Black History Month kicks off

Yesterday’s opening ceremony focused on increasing awareness within the Kingston community

Judith Brown speaking at the ceremony yesterday.
Judith Brown speaking at the ceremony yesterday.

Yesterday’s Black History Month opening ceremony emphasized the importance of reaching out to the broader Kingston community.

The second annual opening ceremony was organized by Queen’s Black History Month Committee, which is comprised of the African Caribbean Students’ Association (ACSA) and the Queen’s Black Academic Society (QBAS).

It took place in Wallace Hall in the JDUC at 8 p.m. Approximately 40 people attended.

Judith Brown, president of the Afro-Caribe Community Foundation of Kingston, Wayne Myles, director of the Queen’s University International Centre (QUIC) and Felix Akols, president of the Kingston African and Caribbean Collective spoke at the event. Daniel Quainoo, part of QBAS and one of the organizers of the event, also spoke at the event.

Brown, who spoke first at the ceremony, brought up the stories of several Black Canadians and the impact they’ve made.

She discussed Viola Desmond, who decided to sit on the ground floor of a theatre in Nova Scotia when only white patrons were permitted. She also referenced black Canadians who were prohibited from enlisting as soldiers in World War I.

Brown said that as a Kingstonian, she was pleased with the multi-cultural growth of the city.

Despite this, she said not enough has been done in the broader community to combat racism.

“Do I see change in the hands of power, or in the boardrooms?” Brown said. “We have to be more proactive.”

She said she was disappointed that Mayor Mark Gerretsen and Principal Daniel Woolf didn’t attend the ceremony.

Brown said that they had perhaps had “better offers” for engagements that night.

“We need to let them know that we are part of the city, and we need to see their presence,” she said.

She mentioned Robert Sutherland, a black alumnus, who “provided funds to keep the university afloat.” The function should occur outside of the Queen’s campus, at the K-Rock Centre, or City Hall, she added, as Kingston should fund cultural events as Vancouver does.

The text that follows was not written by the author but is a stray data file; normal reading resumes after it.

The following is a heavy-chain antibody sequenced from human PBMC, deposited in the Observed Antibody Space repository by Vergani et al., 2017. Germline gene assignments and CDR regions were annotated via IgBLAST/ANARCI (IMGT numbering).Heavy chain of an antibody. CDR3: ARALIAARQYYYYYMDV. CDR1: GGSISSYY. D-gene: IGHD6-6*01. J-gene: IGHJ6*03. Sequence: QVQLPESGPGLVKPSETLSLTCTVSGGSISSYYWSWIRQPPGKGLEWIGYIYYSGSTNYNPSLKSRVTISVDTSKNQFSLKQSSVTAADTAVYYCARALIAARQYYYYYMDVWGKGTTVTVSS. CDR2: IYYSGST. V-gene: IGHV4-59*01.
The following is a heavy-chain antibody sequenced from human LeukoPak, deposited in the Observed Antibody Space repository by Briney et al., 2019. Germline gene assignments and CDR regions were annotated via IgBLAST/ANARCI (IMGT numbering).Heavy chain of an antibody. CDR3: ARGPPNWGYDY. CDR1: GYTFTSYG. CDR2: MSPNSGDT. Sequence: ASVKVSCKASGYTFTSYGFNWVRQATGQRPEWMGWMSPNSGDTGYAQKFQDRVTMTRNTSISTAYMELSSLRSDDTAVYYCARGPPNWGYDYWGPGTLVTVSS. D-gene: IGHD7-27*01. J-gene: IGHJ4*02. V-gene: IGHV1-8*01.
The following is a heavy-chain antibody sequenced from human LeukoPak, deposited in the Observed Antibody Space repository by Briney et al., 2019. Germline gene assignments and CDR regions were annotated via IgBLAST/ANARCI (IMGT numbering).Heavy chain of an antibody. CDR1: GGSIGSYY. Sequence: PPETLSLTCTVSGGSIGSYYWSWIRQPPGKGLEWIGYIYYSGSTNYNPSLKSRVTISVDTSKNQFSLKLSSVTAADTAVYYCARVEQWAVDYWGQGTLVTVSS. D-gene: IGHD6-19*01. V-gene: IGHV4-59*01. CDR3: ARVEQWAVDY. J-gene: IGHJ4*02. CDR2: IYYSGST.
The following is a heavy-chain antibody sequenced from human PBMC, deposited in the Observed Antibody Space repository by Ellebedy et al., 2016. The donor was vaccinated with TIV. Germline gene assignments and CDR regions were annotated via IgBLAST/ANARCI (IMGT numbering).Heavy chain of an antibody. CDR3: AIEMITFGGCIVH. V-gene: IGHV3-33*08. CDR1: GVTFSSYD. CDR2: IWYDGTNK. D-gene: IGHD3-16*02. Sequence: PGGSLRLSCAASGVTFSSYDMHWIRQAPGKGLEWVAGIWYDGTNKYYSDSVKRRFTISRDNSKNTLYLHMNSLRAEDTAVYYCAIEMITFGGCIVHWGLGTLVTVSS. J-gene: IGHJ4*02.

Akols said he hadn’t planned to speak, but mentioned several events going on in the area. He added that the black community should work collectively to make a difference.

Wayne Myles spoke next, discussing his personal ties to South Africa, and the impact that a small group of students made in 1988-91 in changing the culture at Queen’s to be more inclusive.

He said he wondered if the same kind of activism and criticism of the administration would occur today.

Quainoo, ArtSci ’15, gave a Nelson Mandela tribute speech at the end of the ceremony.

He told the Journal that since different groups have come together to create the event, more of an impact can be made.

“By instituting an opening ceremony that is a joint project between different organizations, we’re able to create an infrastructure that’s transient,” Quainoo said. “[It will] stay and continue to exist after we leave.”

He said the clubs, and the Black History month events, exist for more than just black students, or students with African heritage.

“We don’t just do this for ourselves … we want to make an impact on the general community,” he said.

Quainoo said his hopes for the month are for black-oriented student groups to reach out to the broader community.

“[We’re] dedicated to activism and social equality and we can’t just do that by just talking amongst ourselves,” he said.

“We would love if people felt this was a forum … people can have a conversation and share in our culture.”

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